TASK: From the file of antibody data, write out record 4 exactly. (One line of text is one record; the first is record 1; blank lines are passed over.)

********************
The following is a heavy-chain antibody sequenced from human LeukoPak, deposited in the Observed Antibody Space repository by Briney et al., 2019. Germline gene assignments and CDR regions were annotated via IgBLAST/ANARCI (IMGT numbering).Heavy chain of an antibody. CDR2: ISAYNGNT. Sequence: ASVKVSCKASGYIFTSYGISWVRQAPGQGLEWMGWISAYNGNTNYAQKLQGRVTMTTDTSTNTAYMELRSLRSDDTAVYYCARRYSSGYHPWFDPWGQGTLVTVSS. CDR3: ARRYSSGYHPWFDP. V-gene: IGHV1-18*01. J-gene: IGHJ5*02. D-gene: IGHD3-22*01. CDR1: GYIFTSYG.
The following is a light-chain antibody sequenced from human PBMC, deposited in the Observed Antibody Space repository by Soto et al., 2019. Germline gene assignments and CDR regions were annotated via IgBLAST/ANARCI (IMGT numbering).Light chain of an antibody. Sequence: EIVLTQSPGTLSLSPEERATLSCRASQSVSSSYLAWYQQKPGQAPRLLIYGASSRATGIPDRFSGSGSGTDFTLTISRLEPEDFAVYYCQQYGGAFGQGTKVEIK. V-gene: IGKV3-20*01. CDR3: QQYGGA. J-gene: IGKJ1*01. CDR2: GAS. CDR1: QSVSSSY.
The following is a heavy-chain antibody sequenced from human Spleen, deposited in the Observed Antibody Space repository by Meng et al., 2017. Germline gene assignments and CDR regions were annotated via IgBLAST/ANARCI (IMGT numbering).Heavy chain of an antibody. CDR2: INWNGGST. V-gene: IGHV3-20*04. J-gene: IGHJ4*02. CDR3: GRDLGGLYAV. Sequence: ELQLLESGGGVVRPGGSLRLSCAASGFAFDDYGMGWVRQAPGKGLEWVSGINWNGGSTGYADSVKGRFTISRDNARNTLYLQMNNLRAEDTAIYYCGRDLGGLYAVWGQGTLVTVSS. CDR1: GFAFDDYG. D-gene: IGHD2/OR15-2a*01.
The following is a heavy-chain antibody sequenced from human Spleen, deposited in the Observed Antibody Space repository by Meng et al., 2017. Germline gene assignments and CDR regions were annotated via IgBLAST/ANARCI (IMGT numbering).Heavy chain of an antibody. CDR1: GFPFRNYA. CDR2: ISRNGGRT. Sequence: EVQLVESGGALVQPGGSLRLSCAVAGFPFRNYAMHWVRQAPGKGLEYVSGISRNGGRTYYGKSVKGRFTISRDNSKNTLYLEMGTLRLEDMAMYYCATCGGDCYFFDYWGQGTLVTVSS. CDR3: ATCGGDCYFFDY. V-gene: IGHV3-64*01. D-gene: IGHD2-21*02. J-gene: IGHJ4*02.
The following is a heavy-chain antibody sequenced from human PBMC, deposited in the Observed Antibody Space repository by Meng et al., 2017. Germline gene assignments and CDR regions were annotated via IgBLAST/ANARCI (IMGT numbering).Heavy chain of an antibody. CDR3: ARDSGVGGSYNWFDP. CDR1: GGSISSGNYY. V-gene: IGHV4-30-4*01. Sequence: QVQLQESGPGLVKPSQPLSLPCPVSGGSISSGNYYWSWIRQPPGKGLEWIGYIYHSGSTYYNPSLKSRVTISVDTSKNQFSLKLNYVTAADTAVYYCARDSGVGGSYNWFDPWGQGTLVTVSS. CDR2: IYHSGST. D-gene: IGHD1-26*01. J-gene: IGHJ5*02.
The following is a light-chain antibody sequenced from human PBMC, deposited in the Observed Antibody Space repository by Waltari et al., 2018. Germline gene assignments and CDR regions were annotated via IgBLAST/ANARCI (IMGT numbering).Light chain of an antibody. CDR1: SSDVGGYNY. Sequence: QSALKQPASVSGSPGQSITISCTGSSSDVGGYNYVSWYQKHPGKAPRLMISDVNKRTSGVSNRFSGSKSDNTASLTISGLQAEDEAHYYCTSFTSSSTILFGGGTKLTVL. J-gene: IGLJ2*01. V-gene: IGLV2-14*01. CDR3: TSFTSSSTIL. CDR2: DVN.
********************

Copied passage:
The following is a heavy-chain antibody sequenced from human Spleen, deposited in the Observed Antibody Space repository by Meng et al., 2017. Germline gene assignments and CDR regions were annotated via IgBLAST/ANARCI (IMGT numbering).Heavy chain of an antibody. CDR1: GFPFRNYA. CDR2: ISRNGGRT. Sequence: EVQLVESGGALVQPGGSLRLSCAVAGFPFRNYAMHWVRQAPGKGLEYVSGISRNGGRTYYGKSVKGRFTISRDNSKNTLYLEMGTLRLEDMAMYYCATCGGDCYFFDYWGQGTLVTVSS. CDR3: ATCGGDCYFFDY. V-gene: IGHV3-64*01. D-gene: IGHD2-21*02. J-gene: IGHJ4*02.